I've nearly finished reading a fantastic book called Homo Deus by Yuval Noah Harari. One of the things that he argues is that, contrary to what we might think, we don't have a core essence that we know more intimately than anyone else does. We believe that at heart we're x or y because we're always trying to impose a coherent narrative about who we are on our varied and often contradictory thoughts, feelings, behaviours and experiences of how others have behaved towards us. This narrative isn't necessarily a very accurate reflection of what we’ve experienced because we usually just remember the most intense moments and end points of a series of events and forget about everything else.
Both Buddhism and existential philosophy come to the same conclusion: there's no such thing as a stable unified self which remains the same as we go through life.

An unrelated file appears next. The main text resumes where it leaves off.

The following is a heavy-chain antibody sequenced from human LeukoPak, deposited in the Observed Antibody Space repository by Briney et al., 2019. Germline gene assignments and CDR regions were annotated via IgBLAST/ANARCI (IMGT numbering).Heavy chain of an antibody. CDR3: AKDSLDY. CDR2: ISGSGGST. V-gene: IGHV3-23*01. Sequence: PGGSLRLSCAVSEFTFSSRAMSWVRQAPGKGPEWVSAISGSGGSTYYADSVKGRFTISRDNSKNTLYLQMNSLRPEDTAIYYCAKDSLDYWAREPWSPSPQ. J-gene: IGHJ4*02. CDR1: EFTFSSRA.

If we can accept this it has the potential to be very liberating and to dissolve some of the concerns that create anxiety, depression and other issues. It doesn't make sense to say ' I'm basically x kind of person', strong, weak, selfish etc, or to put pressure on ourselves to unfailingly demonstrate certain characterists. We can forgive ourselves for behaving in contradictory ways. Decision making is a little easier because we don't need to make a choice which fits with our inner truth. There is no one inner truth but an infinite number of previous experiences and future uncertainties which means there is no one right decision.
Instead of using the story we tell ourselves about who we are to guide us through life, it makes more sense to try to be open to our experiences as they take place and to be guided by them.